Opinion, by Michael Royster
RIO DE JANEIRO, BRAZIL – The first “king” is Roberto Carlos, a star of Brazilian music for at least fifty years, long known as “o Rei”. Some years ago, an unauthorized biography of “the King” was published with material that displeased the king, who went to court and obtained an injunction against the book prohibiting its circulation. He did not allege it was libelous, he simply said it violated his right to privacy.
The STF decided last week, unanimously, that freedom of the press is so important a feature of the Brazilian Constitution, that it trumped Brazil’s Civil Code. Public figures cannot prevent publication of unauthorized biographies, because that amounts to prior censorship and prior censorship is no longer permissible in Brazil.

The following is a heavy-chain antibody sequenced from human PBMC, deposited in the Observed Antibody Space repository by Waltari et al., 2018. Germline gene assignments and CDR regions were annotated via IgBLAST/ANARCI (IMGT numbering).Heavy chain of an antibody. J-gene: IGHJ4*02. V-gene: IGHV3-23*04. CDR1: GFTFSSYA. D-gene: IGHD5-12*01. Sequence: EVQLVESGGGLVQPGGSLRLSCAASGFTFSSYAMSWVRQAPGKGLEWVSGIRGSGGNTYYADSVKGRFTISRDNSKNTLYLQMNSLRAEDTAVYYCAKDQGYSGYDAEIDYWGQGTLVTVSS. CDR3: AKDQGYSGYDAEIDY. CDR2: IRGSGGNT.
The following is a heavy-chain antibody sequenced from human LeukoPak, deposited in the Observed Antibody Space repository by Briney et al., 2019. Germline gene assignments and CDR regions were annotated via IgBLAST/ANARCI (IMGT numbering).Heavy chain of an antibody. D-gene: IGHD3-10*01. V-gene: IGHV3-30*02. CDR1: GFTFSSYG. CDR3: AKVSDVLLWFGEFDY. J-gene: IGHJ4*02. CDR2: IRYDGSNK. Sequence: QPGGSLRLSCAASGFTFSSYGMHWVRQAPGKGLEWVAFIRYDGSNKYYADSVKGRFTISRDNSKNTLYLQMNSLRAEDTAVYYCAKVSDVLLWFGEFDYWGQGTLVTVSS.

The second “king” is Martin Luther King. 51 years ago, the U.S. Supreme Court decided, unanimously, that public figures could not use libel laws to inhibit freedom of speech. The Times had published an advertisement seeking funds for Martin Luther King, which contained accusations that Alabama officials had brought trumped up charges against Mr. King. Alabama sued the Times for libel, and won a lower court decision.
All nine SCOTUS Justices held that freedom of the press is so important a feature of the U.S. Constitution that it trumped Alabama’s libel laws. The technical decision was that libel could only be found in a case of “actual malice” but the true impact was to protect the press from censorship by authorities.
The third “king” was John of England, generally recognized as one of the worst kings ever. On June 15, 1215, his nobles forced him to sign the Magna Carta, where even his royal actions were subject to the laws issued by Parliament — a concept now known as the Rule of Law, quite justly celebrated around the world, or at least in those few countries where the law still rules.
The earlier “king” decisions are still in effect, 51 and 800 years on; the Curmudgeon hopes the STF “king” decision will remain in effect equally as long.
The Curmudgeon will emit more Smidgens opportunely, without mixed royal metaphors.